DSU decided who to keep “based on the human resources needs of the University relating to the expanded campus footprint and building infrastructure, the additional academic offerings and enrollment increase,” DSU spokesman Carlos Holmes wrote in an email.
What titles the ex-Wesley employees will have with DSU has yet to be determined, with each individual being handled on a case-by-case basis, per Mr. Holmes.
According to several Wesley professors who were not offered jobs with Delaware State University, DSU has focused on younger academic professionals. Those who have been offered jobs would be considered visiting professors, and individuals who have tenure with Wesley are not getting that benefit from DSU, Wesley personnel said.
The new DSU faculty and staff will be considered state employees like current university personnel, said Mr. Holmes.
“Generally speaking, each employee that comes from Wesley to DSU will be handled on a case-to -case basis with respect to their specific rank and position at DSU. There is not much more that can be said about that while DSU is in the middle of that process,” he wrote.
Any Wesley student who wants to continue at DSU will be eligible to do so, regardless of current academic success, and all Wolverines can try out for the Hornets’ sports team if they wish. All course credits offered or accepted by Wesley will be good at DSU.
Because some students are still deciding whether to join DSU or transfer elsewhere, it’s not clear how many new pupils the HBCU will have in 2021-2022.
DSU is weighing what to do with every building on Wesley’s campus, according to Mr. Holmes.
“The building utilization question will not be fully answered until the University has a chance to thoroughly evaluate each edifice. That will not happen until the acquisition is finalized on July 1. Decisions on building usage will also flow from that thorough evaluation. That said, expanding of available academic infrastructure is the University’s top priority when it comes to Wesley building utilization,” he said.
Delaware State University is adding some programs from Wesley, including both undergraduate and graduate degrees.
End of an era
Though DSU officials paint the deal as a tremendous opportunity for Delaware’s second-largest university, the Wesley community mourns. Wesley faculty interviewed for this story expressed a sense of feeling misled by the administration while also believing the school’s collapse was not inevitable.
E. Jeff Mask, a professor of religion, philosophy and American studies at Wesley who was not offered a job by DSU, puts much of the blame on the board of trustees and other top decision-makers at the liberal-arts college.
“I think it’s a consistent mismanagement at Wesley over a long span of time that has created persistent financial problems,” said Dr. Mask, who has been at the school for 30 years.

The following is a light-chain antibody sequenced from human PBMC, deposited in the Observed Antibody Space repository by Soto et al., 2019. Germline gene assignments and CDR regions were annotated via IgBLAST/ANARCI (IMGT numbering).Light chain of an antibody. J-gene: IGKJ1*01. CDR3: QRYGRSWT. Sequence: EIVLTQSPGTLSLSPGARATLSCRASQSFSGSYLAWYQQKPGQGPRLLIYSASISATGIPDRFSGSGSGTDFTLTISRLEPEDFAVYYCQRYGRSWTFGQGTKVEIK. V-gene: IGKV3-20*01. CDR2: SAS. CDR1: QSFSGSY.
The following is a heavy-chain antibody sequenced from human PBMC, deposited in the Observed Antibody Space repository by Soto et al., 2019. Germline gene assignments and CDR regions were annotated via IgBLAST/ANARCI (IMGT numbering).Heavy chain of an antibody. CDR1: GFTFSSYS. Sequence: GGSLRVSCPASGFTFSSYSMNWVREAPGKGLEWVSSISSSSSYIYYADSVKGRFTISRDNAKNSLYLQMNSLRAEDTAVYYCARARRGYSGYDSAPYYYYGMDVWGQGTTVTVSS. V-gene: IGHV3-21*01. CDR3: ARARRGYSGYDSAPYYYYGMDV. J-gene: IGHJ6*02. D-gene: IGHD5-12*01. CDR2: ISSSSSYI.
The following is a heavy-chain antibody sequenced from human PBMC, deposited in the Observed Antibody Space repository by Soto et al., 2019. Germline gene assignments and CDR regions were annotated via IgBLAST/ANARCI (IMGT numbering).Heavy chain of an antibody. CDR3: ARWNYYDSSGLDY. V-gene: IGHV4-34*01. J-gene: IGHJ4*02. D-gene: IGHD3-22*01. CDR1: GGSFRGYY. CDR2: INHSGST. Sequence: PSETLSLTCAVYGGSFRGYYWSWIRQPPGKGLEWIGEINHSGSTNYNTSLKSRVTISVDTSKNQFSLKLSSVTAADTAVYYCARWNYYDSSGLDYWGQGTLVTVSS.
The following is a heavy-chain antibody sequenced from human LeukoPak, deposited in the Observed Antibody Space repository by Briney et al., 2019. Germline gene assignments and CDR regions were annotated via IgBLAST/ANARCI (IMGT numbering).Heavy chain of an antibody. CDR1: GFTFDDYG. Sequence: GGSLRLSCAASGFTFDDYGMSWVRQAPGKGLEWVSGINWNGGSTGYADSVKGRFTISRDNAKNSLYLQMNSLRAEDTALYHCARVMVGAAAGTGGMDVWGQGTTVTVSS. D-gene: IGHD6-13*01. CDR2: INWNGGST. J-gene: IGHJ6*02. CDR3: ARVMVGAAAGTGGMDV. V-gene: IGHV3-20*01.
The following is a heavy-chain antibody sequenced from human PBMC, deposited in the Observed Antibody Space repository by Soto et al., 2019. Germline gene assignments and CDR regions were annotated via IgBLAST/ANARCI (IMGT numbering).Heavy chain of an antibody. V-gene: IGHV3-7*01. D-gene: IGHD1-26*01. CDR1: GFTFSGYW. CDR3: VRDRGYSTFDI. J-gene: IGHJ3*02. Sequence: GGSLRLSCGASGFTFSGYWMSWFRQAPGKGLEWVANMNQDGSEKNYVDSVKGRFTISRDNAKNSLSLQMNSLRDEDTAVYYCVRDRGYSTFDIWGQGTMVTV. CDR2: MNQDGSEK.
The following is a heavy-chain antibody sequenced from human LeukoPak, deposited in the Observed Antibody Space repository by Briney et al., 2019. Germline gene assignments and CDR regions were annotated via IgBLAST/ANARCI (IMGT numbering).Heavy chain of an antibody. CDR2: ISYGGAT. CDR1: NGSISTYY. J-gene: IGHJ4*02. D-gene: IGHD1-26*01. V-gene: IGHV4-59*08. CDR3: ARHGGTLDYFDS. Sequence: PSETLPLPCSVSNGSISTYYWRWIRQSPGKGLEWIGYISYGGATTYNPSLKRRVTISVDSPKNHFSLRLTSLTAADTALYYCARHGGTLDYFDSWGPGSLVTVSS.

He described poor fundraising, bad investments in the form of purchasing or constructing several buildings in Dover, an overreliance on state funding, questionable leadership hires and institutional stubbornness as preceding the serious monetary issues.
English professor Mika Shipley, who also was not offered by Delaware State University, shared a similar viewpoint.
Wesley only recently stopped calling the deal a merger, and students didn’t learn until February that Wesley’s athletic programs would be discontinued, in contrast to what coaches and players were led to believe for months, she noted.
The whole thing is tragic, she said: “It makes me feel the last 15 years of my life have just kind of disappeared.”
Both Drs. Mask and Shipley see the arrangement as about DSU gaining land and facilities rather than continuing Wesley’s traditions — the most logical option for the HBCU but still in some ways disappointing to the Wesley community.
The Whetstone, Wesley’s student newspaper, ran several editorials this week blasting the school’s leadership, in particular President Robert Clark, for a lack of honesty and strong guidance.
“Last summer, the school officially announced that it had been acquired by Delaware State University. The administration kept saying that everything would stay the same,” current sophomore Damani Eason wrote. “That was another lie.
“This hit home the most for students when the school announced there would no longer be Division III sports at Wesley. Although many of us suspected it was inevitable, DSU announced only last December that it will not continue Wesley’s Division III status. Wesley failed to tell its student body this news until mid-February — only two months ago — when sports teams were getting ready to prepare for their COVID-limited games.
“Students felt blindsided and betrayed. Not only were students affected by the administration’s lack of transparency, faculty and staff members were affected tremendously. They were under the impression they would have job security with the ‘merger,’ which was later turned into an acquisition. That was yet another lie.
“Some faculty and staff recently got emails telling them they would not have a chance at a job this fall; others got letters saying they will be considered. The college failed at being upfront and honest with its community, leaving many lives in limbo, including faculty, staff and students. Someone needs to be held accountable for all of the harm that the school has inflicted on its community.”